Search and navigation
The functionality of the app is fairly simple and the homepage only has two options – a search function and ‘My bookings’.
Searching for a hotel is straightforward though for some reason the GPS wouldn’t work, but that may have something to do with my iPad rather than the app.
The predictive search function could be improved – I typed in ‘Marlow’ and the predictive search options came up with ‘Mar Lodge’ and ‘Margate’. ‘Marlow’ was seventh option in the list.
But apart from that the search function is very easy to use, with results displayed on the left of the screen alongside a map of locations.
You can filter results based on distance, price and Trip Advisor rating, and clicking on a hotel brings up more information on top of the map view.
By swiping the hotel details you can access additional details, but to be honest I think the amount of information on each hotel is too limited.
It makes sense to offer a stripped down experience within an iPad app, but Premier Inn only gives a brief two-paragraph description of each hotel alongside a few symbols that detail the facilities.
Furthermore, though there is an image carousel on each hotel listing the user doesn’t have any control over it, so there’s no way to actively browse photos of each location.
This may be enough for business travellers who are just looking for a last minute place to stay, but I would think that leisure travellers might like to access more detailed information.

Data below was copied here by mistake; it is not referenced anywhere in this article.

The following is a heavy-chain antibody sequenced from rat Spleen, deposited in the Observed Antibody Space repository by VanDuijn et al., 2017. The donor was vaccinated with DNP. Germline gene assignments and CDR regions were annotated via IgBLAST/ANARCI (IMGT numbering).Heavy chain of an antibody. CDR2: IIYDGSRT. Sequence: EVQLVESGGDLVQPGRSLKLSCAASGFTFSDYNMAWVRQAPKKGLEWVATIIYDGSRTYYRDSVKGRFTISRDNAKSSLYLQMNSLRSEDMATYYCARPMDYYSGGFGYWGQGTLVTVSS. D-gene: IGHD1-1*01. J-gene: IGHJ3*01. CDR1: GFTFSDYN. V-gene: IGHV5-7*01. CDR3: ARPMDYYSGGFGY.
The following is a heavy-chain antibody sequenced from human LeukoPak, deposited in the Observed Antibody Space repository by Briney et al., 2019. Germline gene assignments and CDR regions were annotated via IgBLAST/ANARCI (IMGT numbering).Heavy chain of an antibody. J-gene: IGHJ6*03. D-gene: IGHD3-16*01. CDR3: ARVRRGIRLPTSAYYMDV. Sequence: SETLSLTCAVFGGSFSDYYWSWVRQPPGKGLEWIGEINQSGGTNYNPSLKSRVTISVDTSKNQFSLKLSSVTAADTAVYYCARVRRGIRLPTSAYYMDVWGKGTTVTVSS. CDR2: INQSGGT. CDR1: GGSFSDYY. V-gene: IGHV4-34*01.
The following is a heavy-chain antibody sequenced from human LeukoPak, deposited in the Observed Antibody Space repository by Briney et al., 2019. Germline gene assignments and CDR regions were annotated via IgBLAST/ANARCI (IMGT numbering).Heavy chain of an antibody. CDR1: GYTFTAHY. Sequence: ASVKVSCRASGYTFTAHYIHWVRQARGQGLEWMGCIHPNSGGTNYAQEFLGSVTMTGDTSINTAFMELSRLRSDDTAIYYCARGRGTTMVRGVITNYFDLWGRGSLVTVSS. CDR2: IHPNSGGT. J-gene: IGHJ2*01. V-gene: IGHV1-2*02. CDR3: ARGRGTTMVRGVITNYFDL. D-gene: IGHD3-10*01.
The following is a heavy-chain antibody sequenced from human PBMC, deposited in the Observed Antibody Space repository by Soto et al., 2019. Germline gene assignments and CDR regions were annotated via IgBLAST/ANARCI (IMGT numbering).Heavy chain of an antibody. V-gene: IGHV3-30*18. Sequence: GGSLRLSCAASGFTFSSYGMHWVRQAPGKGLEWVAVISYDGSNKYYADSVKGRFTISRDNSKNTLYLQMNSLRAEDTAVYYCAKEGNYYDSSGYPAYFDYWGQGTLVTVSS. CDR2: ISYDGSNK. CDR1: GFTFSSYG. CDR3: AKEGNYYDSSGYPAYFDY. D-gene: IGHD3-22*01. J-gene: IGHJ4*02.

By way of comparison, Expedia’s iPad app gives a huge amount of information in each hotel and allows you to access several different photos of each location.
Obviously the use case is slightly different, as Premier Inn customers know the type of facilities that are available and aren’t shopping between the same diverse range of hotels that are available on Expedia.
Therefore Premier Inn doesn’t necessarily need to include the same in-depth information, but I think it would be a useful if it added additional images to its app.
Though the search page has a large, bright ‘Book’ call-to-action, the subsequent page gives limited instructions on the next stage of the process.
You can add a breakfast option but the CTA hardly jumps out at you, while the ‘Next’ button is given as much priority as the ‘Back’ button.
On the plus side, filling in your details is a quick and process and there’s also the option to create an account to make future bookings simpler.
The CTAs throughout the booking stage vary between bold, yellow boxes and faint arrows, which isn’t a major usability issue but personally I’d prefer if were more consistent.
Premier Inn’s new iPad app is very simple to use, which means it is perfect for business travellers looking to make frequent bookings.
I couldn’t test all the account options without first booking a hotel, but from what I’ve seen there aren’t any major obstacles or UX issues.
That said, as a leisure traveller I think it would be useful to have access to more images and a key to explain what some of the different logos mean. For example, what facility does the snowflake illustrate?
Furthermore, the booking process could be streamlined slightly with a few minor tweaks to the CTAs.
Overall though, the stripped down design and simple usability of the Premier Inn app makes it a really useful tool for business travellers.